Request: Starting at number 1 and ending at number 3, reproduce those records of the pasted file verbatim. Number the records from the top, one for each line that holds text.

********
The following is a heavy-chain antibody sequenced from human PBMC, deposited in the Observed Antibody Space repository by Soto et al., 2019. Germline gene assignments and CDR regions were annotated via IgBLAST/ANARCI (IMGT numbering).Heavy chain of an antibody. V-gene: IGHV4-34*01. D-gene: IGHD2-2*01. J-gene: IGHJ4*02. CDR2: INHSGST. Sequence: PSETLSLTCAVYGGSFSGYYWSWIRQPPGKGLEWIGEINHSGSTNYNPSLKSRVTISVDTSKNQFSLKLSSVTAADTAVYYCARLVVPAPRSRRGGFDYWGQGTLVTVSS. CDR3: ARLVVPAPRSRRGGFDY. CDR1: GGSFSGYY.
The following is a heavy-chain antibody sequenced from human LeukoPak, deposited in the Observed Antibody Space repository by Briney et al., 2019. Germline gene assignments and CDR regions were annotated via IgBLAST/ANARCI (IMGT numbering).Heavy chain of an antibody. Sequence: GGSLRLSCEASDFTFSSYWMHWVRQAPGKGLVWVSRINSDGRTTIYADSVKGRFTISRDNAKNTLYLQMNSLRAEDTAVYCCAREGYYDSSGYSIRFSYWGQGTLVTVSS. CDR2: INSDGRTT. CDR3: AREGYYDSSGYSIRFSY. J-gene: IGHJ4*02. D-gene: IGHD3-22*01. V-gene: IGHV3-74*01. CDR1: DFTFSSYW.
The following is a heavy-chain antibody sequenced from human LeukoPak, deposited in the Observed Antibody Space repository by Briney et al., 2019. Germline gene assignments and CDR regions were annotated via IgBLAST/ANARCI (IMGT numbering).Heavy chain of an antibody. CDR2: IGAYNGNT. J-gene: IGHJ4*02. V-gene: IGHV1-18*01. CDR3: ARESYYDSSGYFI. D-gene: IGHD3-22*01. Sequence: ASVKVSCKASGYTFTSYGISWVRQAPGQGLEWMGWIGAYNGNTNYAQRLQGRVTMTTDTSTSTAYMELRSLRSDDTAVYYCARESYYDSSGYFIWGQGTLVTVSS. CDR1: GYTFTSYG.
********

The following is a heavy-chain antibody sequenced from human PBMC, deposited in the Observed Antibody Space repository by Soto et al., 2019. Germline gene assignments and CDR regions were annotated via IgBLAST/ANARCI (IMGT numbering).Heavy chain of an antibody. V-gene: IGHV4-34*01. D-gene: IGHD2-2*01. J-gene: IGHJ4*02. CDR2: INHSGST. Sequence: PSETLSLTCAVYGGSFSGYYWSWIRQPPGKGLEWIGEINHSGSTNYNPSLKSRVTISVDTSKNQFSLKLSSVTAADTAVYYCARLVVPAPRSRRGGFDYWGQGTLVTVSS. CDR3: ARLVVPAPRSRRGGFDY. CDR1: GGSFSGYY.
The following is a heavy-chain antibody sequenced from human LeukoPak, deposited in the Observed Antibody Space repository by Briney et al., 2019. Germline gene assignments and CDR regions were annotated via IgBLAST/ANARCI (IMGT numbering).Heavy chain of an antibody. Sequence: GGSLRLSCEASDFTFSSYWMHWVRQAPGKGLVWVSRINSDGRTTIYADSVKGRFTISRDNAKNTLYLQMNSLRAEDTAVYCCAREGYYDSSGYSIRFSYWGQGTLVTVSS. CDR2: INSDGRTT. CDR3: AREGYYDSSGYSIRFSY. J-gene: IGHJ4*02. D-gene: IGHD3-22*01. V-gene: IGHV3-74*01. CDR1: DFTFSSYW.
The following is a heavy-chain antibody sequenced from human LeukoPak, deposited in the Observed Antibody Space repository by Briney et al., 2019. Germline gene assignments and CDR regions were annotated via IgBLAST/ANARCI (IMGT numbering).Heavy chain of an antibody. CDR2: IGAYNGNT. J-gene: IGHJ4*02. V-gene: IGHV1-18*01. CDR3: ARESYYDSSGYFI. D-gene: IGHD3-22*01. Sequence: ASVKVSCKASGYTFTSYGISWVRQAPGQGLEWMGWIGAYNGNTNYAQRLQGRVTMTTDTSTSTAYMELRSLRSDDTAVYYCARESYYDSSGYFIWGQGTLVTVSS. CDR1: GYTFTSYG.